Airportag.com I wrote about this one for home gifts, as well, but it’s worth mentioning again. This is one of those websites I could peruse all day. It bills itself as the “best aviation and travel gift shop.” It’s a great one, with airline and airport themed apparel and accessories…even featuring defunct airlines. Great for the aviation enthusiasts in your life, there are lots of customizable products. Personalized boarding pass-style pillows, mugs, shirts, comforters, totes, luggage tags, and many more…they have it all for the folks who love planes and trains. And the popular airport code apparel? They have that too! Prices start at under $5 for stickers. The airport codes duffle shown below is $64.90, while the airline “crew” luggage tag is $14.90, and the tote, bottom right, is $24.90. Shop airportag.com here.

O2 cool 5″ fan. Looking at this 5″ fan, you think there’s no way it helps anyone anywhere. Well, I think your traveling family member or friend will be surprised. I purchased one of these when I was in Vermont a couple of years ago, because I needed a fan on my face in the hotel room. It was the only one I could find in the local store, and I thought I would end up throwing it away. I didn’t throw it away. In fact, I used it for the rest of that trip and gave some to family members who also enjoy fans while they’re sleeping. It’s small enough and light enough to pack in a suitcase without adding weight or bulk. Priced at just $14.99, it’s a great buy at Amazon here.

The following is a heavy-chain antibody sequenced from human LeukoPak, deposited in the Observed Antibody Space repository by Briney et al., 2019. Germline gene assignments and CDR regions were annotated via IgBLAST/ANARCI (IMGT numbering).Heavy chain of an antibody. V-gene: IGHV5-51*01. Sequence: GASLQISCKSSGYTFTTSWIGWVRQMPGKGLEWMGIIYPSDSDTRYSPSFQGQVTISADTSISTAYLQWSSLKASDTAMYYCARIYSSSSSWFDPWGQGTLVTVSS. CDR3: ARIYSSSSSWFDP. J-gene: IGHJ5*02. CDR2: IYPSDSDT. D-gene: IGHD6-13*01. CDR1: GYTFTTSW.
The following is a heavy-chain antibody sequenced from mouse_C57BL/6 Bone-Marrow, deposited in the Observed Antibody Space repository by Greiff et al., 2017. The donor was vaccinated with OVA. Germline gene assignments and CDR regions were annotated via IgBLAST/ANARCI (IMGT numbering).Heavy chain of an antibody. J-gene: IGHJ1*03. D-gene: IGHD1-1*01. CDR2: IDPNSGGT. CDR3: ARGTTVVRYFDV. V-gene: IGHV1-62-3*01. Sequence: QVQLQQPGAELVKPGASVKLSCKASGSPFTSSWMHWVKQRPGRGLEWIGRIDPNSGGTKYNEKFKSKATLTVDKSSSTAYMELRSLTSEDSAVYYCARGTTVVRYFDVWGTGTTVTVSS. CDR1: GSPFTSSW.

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Amazon Fire Stick TV Bundle with Echo Dot (2nd gen). This is a great gift for the traveling friend or family member who loves streaming TV shows or movies. They can plug it into any TV’s HDMI port, connect to Wi-Fi, and continue streaming hit TV shows and movies…picking up where they left off at home. Pair it with the 2nd generation Echo Dot, making it even easier to use. Priced at $39.98 for the Fire Stick and Echo Dot, it’s a great deal from Amazon. Get it here.

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Mark and Graham Personalized Luggage Tags. Mark and Graham does these right. Made of quality leather in bright colors to help travelers locate their bags on the luggage carousel, these make great gifts. Priced at $55, you can get them here.